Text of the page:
Swift's ambivalence in this regard provides a way of understanding the theme of publicity, as well as the reference to the "exploded" Gospel, in the satire. Swift's speaker notes that public opinion puts limits on thought and expression. In the first paragraph, the speaker identifies a form of de facto censorship and registers anxiety about the constraints of the public sphere. He begins cautiously, for this reason, because he knows what is at risk in offering his argument to the public: "I am very sensible what a weakness and presumption it is, to reason against the general humor and disposition of the world." Already Swift makes a dig at public opinion, subtly raising the issue of disposition's influence on the exercise of what is termed "reason." After establishing this implicit contrast, the speaker cites the recent example of the Act of Union with Scotland in 1707. The nature of the discussions that attended that event, he explains, requires him to be deferential toward the public: "I remember it was with great justice," he writes, "and a due regard to the freedom both of the public and the press, forbidden upon several penalties to write, or discourse, or lay wagers against the Union." In a jarring juxtaposition, reference to prohibition in this sentence follows hard on the phrase "freedom of the press"—as if Swift seemed to be anticipating Foucault. The speaker and Swift both imply that freedom has its own constraints. Minority views meet with resistance which amounts to a kind of censorship. When the public opinion began to favor the Union, the speaker notes that it began to operate thus for those who wished to continue registering their views. This opposition, the speaker explains, was regarded as "a design to oppose the current of the people" and "a manifest breach of the fundamental law that makes this majority of opinion the voice of God." Swift drew this reference to the people as "the voice of God" from such Whig writings as John Toland's Anglia Libera, or the Limitation and Succession of the Crown of England (1701). In that treatise, Toland, a Deist, argued that "the voice of the People is the Voice of God."56 By calling this assumption a "fundamental law," however, the Argument lifts it up to scrutiny, effectively bracketing the phrase and putting it in question. The phrase seems an exaggeration made by the satirist for the purpose of prompting readers to conclude precisely the opposite. Who would raise opinion to such status? The assumption that consensus could be elevated to the level of providential direction or divine decree seems a conservative means of justifying the status quo; or, in Toland's case, a radical means of threatening royal prerogative. To equate God's voice with majority opinion registers an incongruity that discerning readers, we presume, should try to set right. [End Page 148]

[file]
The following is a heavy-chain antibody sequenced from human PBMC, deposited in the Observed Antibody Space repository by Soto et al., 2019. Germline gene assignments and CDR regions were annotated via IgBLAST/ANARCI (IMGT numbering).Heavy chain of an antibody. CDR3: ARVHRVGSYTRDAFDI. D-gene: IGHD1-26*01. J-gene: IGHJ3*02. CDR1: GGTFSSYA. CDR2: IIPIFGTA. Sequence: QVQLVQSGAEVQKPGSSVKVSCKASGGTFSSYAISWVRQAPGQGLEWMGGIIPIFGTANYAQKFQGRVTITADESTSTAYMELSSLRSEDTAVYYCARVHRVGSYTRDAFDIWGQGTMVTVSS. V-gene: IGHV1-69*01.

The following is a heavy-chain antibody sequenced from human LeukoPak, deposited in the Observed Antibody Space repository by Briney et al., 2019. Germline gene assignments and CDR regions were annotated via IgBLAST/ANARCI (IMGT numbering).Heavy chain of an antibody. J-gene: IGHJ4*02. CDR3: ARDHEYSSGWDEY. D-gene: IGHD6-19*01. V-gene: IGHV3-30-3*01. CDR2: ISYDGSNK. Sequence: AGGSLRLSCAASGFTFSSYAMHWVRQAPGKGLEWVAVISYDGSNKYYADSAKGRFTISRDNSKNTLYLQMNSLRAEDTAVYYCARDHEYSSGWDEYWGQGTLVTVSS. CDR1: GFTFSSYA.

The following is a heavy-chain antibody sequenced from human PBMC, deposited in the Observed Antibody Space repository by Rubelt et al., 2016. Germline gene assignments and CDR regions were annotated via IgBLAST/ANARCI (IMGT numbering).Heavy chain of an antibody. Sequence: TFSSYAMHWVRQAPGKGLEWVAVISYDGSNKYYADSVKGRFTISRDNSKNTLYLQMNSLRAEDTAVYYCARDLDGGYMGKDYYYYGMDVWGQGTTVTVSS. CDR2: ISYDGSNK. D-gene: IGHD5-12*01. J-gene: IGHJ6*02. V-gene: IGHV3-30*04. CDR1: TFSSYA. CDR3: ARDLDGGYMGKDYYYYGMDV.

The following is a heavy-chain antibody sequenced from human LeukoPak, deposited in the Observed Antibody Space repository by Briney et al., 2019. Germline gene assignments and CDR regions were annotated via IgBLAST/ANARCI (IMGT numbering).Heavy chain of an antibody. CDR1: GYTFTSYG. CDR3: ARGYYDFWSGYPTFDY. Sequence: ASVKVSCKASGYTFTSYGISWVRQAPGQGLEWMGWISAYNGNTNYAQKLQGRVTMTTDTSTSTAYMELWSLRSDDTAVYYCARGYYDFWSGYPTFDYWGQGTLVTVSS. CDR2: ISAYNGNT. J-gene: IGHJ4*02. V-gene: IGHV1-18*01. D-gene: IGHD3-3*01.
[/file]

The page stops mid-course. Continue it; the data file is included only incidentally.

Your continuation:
The speaker acknowledges the power of the majority for the particular purpose of registering his own cautious resistance toward the forces of abolition. Although "all parties appear so unanimously determined on this point [regarding the abolition of Christianity]," he cannot be of the same mind. What follows is presented as an act of rhetorical bravery, and the echo of Christian martyrdom lends humor to the passage. The speaker makes what sounds like a strong commitment to an oppositional Christian faith. He will stand up for Christianity, he claims, even if "I were sure an order were issued for my immediate prosecution by the attorney-general." The joke of the matter is that the MP is not making much of a stand; or that what he is standing for, as it were, is too slight to bear any weight. With his constant hedging, the speaker does not come off like someone possessed of much strength of character. He continues:

Therefore I freely own that all appearances are against me. The system of the Gospel, after the fate of other systems, is generally antiquated and exploded: and the mass or body of the common people, among whom it seems to have had its latest credit, are now grown as much ashamed of it as their betters; opinions, like fashions, always descending from those of quality to the middle sort, and thence to the vulgar, where at length they are dropped and vanish.

The speaker's characterization of the public in this passage further establishes Swift's interest in the dynamics of the public sphere. The stand that Swift is taking in the Argument bears a complex relation to that of the fictional speaker. For Swift, the current state of affairs owes to the fact that individuals are free to circulate their opinions about a host of issues, from the latest play at Lincoln's Inn Fields to the flubs committed by government ministers. The individuals who come together as a public use critical discussion to "compel public authority to legitimate itself before public opinion."57 The error in their thinking, this passage suggests, owes to the fact that public deliberation does not maintain a proper distinction between religious conviction and "fashions," in the sense that one is reduced to the trivial significance of the other. According to Lund, Swift insisted that such a conflation was the result of the declining authority of the establishment: "for churchmen like Swift," Lund writes, "this chaos of conflicting claims could be settled only by the forceful authority of a single, legally established Church."58